We try out the DS version of EA's rhythm game--in 3D.
We'll begin emailing you updates about %gameName%.
Boogie for the Wii was an interesting concept, but thanks to an overly simple dance mechanic and a karaoke mode that could be fooled by blowing into the microphone, it's fair to say it didn't make for a great game. Well, forget what you know about Boogie for the Wii--or at least most of what you know about it--because the game has been reworked and is headed to the Nintendo DS.
Boogie on the DS will let you play the story mode of all five characters from the Wii game. Their stories will basically be the same, but they'll be longer, and you'll pick stages from an overhead map similar to Elite Beat Agents. The game will include 20 songs from the Wii version, including tracks such as "Dancing in the Streets," "Fergalicious," "Canned Heat," and "Love Shack." There are three different modes of play: copycat, where you're shown one to four moves that you must perform; freestyle, where you'll just dance however you please; and choreography, which is a DDR-style mode where you'll have to keep up with the moves being displayed on screen.
Once the songs start, the dancing mechanics are the same, regardless of the game mode. You tap the screen to make your character jump, and drag the stylus in eight directions to make your character dance around and wave its hands like it just don't care. As long as you perform your move on the beat (indicated by a meter on the side of the screen), you'll earn points. If you string enough moves together, you'll fill your star meter. When this meter is full it can be activated with a trigger. Once the meter is activated, you're able to do a special move if you can put together four consecutive moves on the beat.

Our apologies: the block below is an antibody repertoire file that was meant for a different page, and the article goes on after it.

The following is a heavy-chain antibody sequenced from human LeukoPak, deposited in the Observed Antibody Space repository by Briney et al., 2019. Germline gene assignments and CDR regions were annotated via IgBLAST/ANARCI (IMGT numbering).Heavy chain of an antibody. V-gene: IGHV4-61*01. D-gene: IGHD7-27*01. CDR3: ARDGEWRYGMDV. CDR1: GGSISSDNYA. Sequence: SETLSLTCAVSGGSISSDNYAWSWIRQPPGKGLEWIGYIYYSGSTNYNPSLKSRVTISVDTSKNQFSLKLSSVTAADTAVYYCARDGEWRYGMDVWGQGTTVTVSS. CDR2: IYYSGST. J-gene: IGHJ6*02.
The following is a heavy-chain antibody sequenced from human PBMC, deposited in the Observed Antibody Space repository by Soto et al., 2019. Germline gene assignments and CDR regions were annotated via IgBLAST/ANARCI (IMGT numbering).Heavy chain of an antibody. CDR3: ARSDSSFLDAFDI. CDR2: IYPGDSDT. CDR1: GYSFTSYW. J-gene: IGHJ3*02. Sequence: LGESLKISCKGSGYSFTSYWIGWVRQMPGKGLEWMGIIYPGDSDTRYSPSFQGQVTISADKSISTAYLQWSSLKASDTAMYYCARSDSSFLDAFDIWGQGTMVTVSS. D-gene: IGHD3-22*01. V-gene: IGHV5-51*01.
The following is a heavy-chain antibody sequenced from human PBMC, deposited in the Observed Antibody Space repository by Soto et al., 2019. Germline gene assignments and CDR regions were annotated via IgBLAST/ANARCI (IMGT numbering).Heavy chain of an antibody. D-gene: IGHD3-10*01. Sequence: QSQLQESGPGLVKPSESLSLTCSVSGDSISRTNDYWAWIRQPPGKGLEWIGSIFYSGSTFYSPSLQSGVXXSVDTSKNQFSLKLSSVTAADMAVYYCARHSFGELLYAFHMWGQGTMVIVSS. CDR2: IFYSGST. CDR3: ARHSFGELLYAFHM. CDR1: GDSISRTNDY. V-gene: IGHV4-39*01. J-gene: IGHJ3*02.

Periodically during each song you'll be challenged with one of 11 minigames. One minigame has you drag the stylus up and down as your character strums a guitar; a similar one has you doing the same action, but your character bangs its head in time to the music. Another minigame has you tap an icon to lip-sync along with the song. The fourth minigame we saw involved tapping the squares on the dance floor as they lit up, and the last one had us trying to keep our stylus over an "X" icon as it moved around the screen.
Boogie will have several different multiplayer modes in addition to the single-player component. Two players will be able to go head-to-head via game sharing, and up to four players can play if they each have their own cartridge. You'll be able to play minigames as well as full songs, complete with packages containing score bonuses (and earthquakes) that drop from the screen.
The game's unique characters and cartoony visual style look right at home on the handheld. The bright colors and nicely animated dance moves come across well, even on the smaller screens. But the game won't look exactly the same--now that there's a 3D mode. That's right, the game will ship with 3D glasses, and you can enable the effect before any song. The 3D wasn't mind-blowing, and we found it difficult to discern which way the arrows were pointing (though we were playing from an odd angle), but it was kind of neat and something that children will likely enjoy.
Boogie was also announced for the PlayStation 2, but that version wasn't playable at the event. The game will ship for the Nintendo DS in the ever-vague "holiday 2007" window.